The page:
“We need to have the financial wherewithal within these communities to be empowered and to make the change. And I think that entrepreneurship and economic empowerment are the most underutilized tools when you talk about civil rights. 

“So we sat down with my two co-founders Erin and Dan, and we did the math for the spirits industry as an example. There's less than 2% of Black executives in the industry. Why is there that gap? And what do we have to do to get [past that]? We can do that in every industry, but we're going to try it out and hopefully build a case study that can be replicated.”

What were some of the biggest obstacles you’ve faced along the way?

“One of the biggest obstacles is how much time we waste. Let's go back to my DOD days where I'm dealing with a contractor who's been in the defense industry for 55 years. And when I walk in the room, there's a feeling of ‘this person doesn't belong. I expect this person to be getting my coffee, not negotiating with me.’ And now we have to waste time overcoming that. Because at some point you’ll realize that I'm competent and credible, and have done my work.”

What advice do you have for someone looking to break into the spirits industry?

“Google Pronghorn. We officially launch in the next couple of weeks. If you're interested in working in the industry, on the tier we're working with, the average employee makes $99,000 a year and they drive about $1.2 million of top line revenue.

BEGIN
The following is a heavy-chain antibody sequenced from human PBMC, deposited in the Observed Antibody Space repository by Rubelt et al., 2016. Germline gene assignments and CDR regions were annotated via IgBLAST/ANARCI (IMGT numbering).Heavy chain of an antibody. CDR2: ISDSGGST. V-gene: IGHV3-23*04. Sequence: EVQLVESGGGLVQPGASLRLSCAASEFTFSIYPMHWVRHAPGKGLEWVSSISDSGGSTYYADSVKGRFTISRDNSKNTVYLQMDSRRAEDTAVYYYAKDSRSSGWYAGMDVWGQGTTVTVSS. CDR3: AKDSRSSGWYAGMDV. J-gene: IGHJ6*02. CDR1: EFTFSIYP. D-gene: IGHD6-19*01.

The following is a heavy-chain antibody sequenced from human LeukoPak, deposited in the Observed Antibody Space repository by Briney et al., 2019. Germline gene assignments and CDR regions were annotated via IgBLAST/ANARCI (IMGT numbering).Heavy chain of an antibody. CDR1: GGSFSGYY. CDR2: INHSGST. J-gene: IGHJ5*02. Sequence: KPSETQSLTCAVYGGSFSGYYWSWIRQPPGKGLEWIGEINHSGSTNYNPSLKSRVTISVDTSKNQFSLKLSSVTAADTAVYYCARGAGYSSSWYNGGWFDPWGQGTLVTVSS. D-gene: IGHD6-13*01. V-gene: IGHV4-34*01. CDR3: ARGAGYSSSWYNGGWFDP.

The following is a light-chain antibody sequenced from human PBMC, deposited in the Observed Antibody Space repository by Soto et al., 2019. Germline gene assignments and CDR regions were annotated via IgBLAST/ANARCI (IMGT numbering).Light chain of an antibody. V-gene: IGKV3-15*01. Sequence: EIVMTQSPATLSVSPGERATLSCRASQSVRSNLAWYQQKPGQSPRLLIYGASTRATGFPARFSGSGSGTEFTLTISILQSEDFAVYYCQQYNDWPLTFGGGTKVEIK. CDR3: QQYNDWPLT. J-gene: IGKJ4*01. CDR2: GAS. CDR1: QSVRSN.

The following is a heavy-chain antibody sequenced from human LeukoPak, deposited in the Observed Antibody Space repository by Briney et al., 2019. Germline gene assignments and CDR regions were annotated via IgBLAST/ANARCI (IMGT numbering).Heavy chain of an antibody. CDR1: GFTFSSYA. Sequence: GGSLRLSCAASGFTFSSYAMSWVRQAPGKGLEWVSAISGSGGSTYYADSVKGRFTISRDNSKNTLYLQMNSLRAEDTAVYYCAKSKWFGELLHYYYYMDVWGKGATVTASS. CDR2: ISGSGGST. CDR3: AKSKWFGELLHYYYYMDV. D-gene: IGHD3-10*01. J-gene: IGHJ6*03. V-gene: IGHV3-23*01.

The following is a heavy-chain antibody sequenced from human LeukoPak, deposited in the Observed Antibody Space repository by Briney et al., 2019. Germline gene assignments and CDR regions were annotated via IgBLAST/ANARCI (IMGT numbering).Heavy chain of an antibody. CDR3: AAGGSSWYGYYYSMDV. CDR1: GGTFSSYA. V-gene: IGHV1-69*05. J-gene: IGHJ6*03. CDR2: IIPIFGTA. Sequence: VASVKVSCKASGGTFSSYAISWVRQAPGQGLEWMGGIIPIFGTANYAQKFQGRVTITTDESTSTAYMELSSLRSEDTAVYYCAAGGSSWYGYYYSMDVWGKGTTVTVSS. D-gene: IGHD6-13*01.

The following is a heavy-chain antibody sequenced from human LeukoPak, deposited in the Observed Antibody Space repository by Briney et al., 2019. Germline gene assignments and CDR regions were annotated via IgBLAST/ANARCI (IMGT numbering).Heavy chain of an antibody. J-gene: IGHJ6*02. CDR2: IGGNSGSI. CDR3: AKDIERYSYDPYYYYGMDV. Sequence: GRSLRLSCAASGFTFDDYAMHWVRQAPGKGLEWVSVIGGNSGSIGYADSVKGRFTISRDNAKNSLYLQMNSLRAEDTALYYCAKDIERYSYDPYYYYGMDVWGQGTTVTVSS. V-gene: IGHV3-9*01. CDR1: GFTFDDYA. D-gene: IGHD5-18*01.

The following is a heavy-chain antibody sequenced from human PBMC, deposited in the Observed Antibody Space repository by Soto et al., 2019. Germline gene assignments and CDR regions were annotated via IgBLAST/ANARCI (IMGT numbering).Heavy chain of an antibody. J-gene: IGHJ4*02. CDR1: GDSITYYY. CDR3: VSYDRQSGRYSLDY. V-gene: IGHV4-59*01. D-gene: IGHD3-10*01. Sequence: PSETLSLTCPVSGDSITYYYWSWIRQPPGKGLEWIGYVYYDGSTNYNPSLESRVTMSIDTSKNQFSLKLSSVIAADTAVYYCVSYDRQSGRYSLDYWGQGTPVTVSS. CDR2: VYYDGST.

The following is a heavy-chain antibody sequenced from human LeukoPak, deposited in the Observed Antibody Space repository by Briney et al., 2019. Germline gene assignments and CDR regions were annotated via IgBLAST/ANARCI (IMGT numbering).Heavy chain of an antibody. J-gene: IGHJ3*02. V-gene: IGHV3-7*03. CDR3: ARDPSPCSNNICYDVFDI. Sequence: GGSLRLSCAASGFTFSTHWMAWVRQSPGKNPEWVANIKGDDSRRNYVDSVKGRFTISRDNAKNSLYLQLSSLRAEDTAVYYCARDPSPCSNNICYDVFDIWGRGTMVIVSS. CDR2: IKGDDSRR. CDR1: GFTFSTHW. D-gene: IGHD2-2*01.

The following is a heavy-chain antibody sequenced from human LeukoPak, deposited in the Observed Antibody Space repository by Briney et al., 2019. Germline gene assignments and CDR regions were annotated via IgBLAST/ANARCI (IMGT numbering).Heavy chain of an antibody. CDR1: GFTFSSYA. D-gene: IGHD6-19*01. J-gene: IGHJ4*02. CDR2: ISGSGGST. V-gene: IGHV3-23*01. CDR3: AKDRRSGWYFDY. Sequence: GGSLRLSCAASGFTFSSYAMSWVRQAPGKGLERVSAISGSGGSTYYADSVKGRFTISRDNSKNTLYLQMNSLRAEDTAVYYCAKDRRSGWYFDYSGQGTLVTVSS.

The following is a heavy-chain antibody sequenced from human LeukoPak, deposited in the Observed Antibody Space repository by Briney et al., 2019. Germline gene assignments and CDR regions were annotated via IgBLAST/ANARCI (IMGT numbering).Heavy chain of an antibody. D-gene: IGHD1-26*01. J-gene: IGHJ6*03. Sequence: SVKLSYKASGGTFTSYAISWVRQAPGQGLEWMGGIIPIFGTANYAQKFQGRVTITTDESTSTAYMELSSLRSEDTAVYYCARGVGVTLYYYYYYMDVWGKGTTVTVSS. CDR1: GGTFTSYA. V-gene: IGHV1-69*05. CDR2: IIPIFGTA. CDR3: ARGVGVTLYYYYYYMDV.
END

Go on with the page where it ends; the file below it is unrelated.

“It's a wonderful industry where you can get well compensated. And you also can drive meaningful impact to your organization. And we're helping with the training and the tools to get there.”

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We asked Simms to Skimm some of her milestones, based on her Insta photos. Here’s what she had to say:

Dia Simms with Erin Harris and the CEO of Diageo North America.
Lukasz Suski

“This was an incredible moment. This is me and Erin Harris, who is one of our other [Pronghorn]  co-founders. And Deborah, who is the CEO of Diageo North America. Diageo has come onto Pronghorn as one of our anchor investors. So we were all in Miami and celebrating the moment. This was a very special moment, a very heartfelt moment. And to be three women — it’s just incredible.”